June 28, 2012 |
The Industry 1401 E. Moyamensing Ave. 215-271-9500 theindustrybar.com The Boilermaker 216 S. 11th St. 215-922-3427 theboilermakerbar.com Rittenhouse Tavern 251 S. 18th St. Philadelphia Art Alliance 215-732-2412 rittenhousetavern.com Vernick Food & Drink 2031 Walnut St. (267) 639-6644 vernickphilly.com Lemon Hill 747 N. 25th St. (Corner of 25th and Aspen)
February 23, 2002 |
Gerardo Belfiore, 88, patriarch of a family of artists, died Tuesday at Fair Acres Nursing Home in Lima of complications associated with Alzheimer's disease. He had been a resident of Wallingford since 1987. Before moving there, he had lived in Southwest Philadelphia for many years. Mr. Belfiore was the elder statesman of a family of artists that includes his wife of 51 years, Edith; his daughter, Sandra; and his granddaughter, Kristin Severson. His wife worked as a medical and technical illustrator and as the official portrait artist for the Archdiocese of Philadelphia.
September 15, 2006 |
Norman R. Tissian, 76, a self-described "Center City egotist" who as head of Spiro & Associates advertising agency touted tourism in Philadelphia, died from complications following spinal surgery Tuesday at Thomas Jefferson University Hospital. The son of Ukrainian Jewish immigrants who were card-carrying Communists, Mr. Tissian grew up in Strawberry Mansion. While attending school, he worked in textile factories alongside his parents. He slept in a second-story room that was also his father's quilt shop.
April 18, 2014 |
Jeanne Faith Coryell, 89, of Philadelphia, a freelance artist, died Friday, March 28, of an infection at Symphony Square, an assisted-living facility in Bala Cynwyd. A well-known figure in the Philadelphia art community, Ms. Coryell was a longtime member of the Philadelphia Sketch Club, the Plastic Club, and Philadelphia/Tri State Artists Equity. She was a frequent participant in juried exhibitions at the Sketch Club, the Philadelphia Art Alliance, and the Rittenhouse Square Fine Art Show.
March 26, 2010 |
The Franklin Institute will open two continuing exhibits on Saturday, "Changing Earth" and "Electricity," focusing on climatology, meteorology, sustainability and more. The centerpiece of the "Changing Earth" exhibit is a huge satellite image of the globe. Visitors enter through a projected image of the planet on a fog curtain as they descend into the Earth's atmosphere. The screen presentation recounts the history of changes in our planet. Viewers also can calculate their carbon footprint, explore seismographs of recent earthquakes, create their own weather, and experiment to see how dams and water volume affect river flow and erosion.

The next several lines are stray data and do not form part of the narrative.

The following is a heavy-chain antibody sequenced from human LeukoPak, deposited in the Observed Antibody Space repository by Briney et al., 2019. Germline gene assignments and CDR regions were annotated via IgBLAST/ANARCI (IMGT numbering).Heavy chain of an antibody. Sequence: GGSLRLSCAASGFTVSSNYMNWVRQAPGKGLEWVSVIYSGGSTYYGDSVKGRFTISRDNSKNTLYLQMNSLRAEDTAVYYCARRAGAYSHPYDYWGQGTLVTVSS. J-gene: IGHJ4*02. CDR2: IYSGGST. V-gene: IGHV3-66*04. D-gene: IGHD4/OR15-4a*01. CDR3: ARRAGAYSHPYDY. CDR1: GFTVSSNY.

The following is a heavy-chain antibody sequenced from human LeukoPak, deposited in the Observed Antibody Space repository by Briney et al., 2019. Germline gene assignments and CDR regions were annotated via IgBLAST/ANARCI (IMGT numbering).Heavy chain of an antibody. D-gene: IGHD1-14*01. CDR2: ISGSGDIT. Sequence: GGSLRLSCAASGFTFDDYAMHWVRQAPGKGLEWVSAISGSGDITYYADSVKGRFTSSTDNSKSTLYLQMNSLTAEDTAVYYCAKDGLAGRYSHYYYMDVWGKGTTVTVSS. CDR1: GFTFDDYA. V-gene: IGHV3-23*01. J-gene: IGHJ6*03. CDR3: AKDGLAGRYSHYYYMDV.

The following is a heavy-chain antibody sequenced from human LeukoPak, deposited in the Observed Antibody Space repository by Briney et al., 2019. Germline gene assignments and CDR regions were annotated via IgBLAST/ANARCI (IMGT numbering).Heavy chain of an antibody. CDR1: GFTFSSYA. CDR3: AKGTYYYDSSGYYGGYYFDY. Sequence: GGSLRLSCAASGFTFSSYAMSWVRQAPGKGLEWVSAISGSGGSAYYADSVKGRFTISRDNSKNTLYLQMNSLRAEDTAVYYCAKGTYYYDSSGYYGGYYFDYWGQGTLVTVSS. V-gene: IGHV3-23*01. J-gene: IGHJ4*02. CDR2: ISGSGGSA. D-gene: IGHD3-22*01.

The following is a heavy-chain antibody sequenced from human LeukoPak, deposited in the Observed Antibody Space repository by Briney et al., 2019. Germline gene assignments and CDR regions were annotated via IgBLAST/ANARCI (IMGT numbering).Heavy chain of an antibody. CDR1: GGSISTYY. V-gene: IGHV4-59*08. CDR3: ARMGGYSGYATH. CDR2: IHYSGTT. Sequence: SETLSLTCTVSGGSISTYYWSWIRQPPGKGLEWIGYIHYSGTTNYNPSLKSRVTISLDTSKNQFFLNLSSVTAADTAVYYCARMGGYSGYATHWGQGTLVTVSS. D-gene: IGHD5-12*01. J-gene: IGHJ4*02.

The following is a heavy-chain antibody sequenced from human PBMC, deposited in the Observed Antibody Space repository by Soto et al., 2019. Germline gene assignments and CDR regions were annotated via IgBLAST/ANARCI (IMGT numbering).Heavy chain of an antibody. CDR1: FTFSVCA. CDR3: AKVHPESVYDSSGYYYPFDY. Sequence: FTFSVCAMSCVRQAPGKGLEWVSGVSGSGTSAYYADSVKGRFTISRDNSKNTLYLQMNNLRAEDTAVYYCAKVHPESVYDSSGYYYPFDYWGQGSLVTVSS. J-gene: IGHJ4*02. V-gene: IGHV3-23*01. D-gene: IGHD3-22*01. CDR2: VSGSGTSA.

October 1, 1991 |
Rita Wolpe Barnett Kenin, 71, a Philadelphia artist whose soft, impressionistic oil paintings of ordinary people doing ordinary things graced local galleries for decades, died Sunday at Graduate Hospital. Mrs. Kenin, the daughter of portrait photographer Caesar Wolpe, was taken with art from the time she was a toddler. Some of her drawings, illustrating a nursery story, were exhibited at the Philadelphia Sesquicentennial in 1925, when she was still in kindergarten. She also was fascinated by people, and she dedicated much of her life to getting on canvas the interesting characters she met. She found them everywhere, said her niece, Beth Rose.
June 30, 2014 |
Walking through the retrospective "Infinite Place: The Ceramic Art of Wayne Higby" at the Philadelphia Art Alliance, it's quickly apparent why Higby has received the American Craft Movement Visionary Award from New York's Museum of Arts and Design, among other honors. The 56 works in this exhibition - organized by Peter Held, curator of ceramics at Arizona State University Art Museum and Ceramics Research Center, where it originated (its recent most stop before Philadelphia was the Smithsonian's Renwick Gallery)
November 17, 1995 |
Edith Neff, a nationally recognized artist known for her renderings of Philadelphia scenes and its people, died of cancer yesterday. She was 52 and lived in Center City. She received national acclaim for her paintings depicting her family, friends, colleagues and professional models posed together on Philadelphia streets, rooftops and locations throughout Fairmount Park in large narrative compositions which often referred to mythological themes. In 1978 she joined the faculty of the Pennsylvania Academy of the Fine Arts where she taught figure painting and drawing until the time of her death.
May 9, 1987 |
For Milton Brutten and Helen Herrick, who are showing portions of their enormous contemporary art collection at the Art Alliance, collecting is their creative act. After 20 years at the task, they are still trying to improve on their work - like any truly creative artists. A hallmark of the Brutten-Herrick approach is a search for new talent. This has led them to many young American artists whose work was unheralded when they bought it. A sizable number of these artists enjoy a wide following today.
September 10, 1991 |
Leslie Scott Harrington, who quietly slipped into the director's chair at the Philadelphia Art Alliance one week ago today, had never crossed the threshold of the venerable building at 18th and Latimer until just before she was hired. "It was never open," she said, recalling her frustration when she tried to visit the galleries on Sundays and certain weeknights. "But I wanted to come here. So I'm a perfect illustration of the audience that is out there. " Extending the hours, increasing membership and raising money to retire a $1.3 million debt are the first orders of business for Harrington, 40, a Fairmount resident who spent the last six years as development director for the Opera Company of Philadelphia.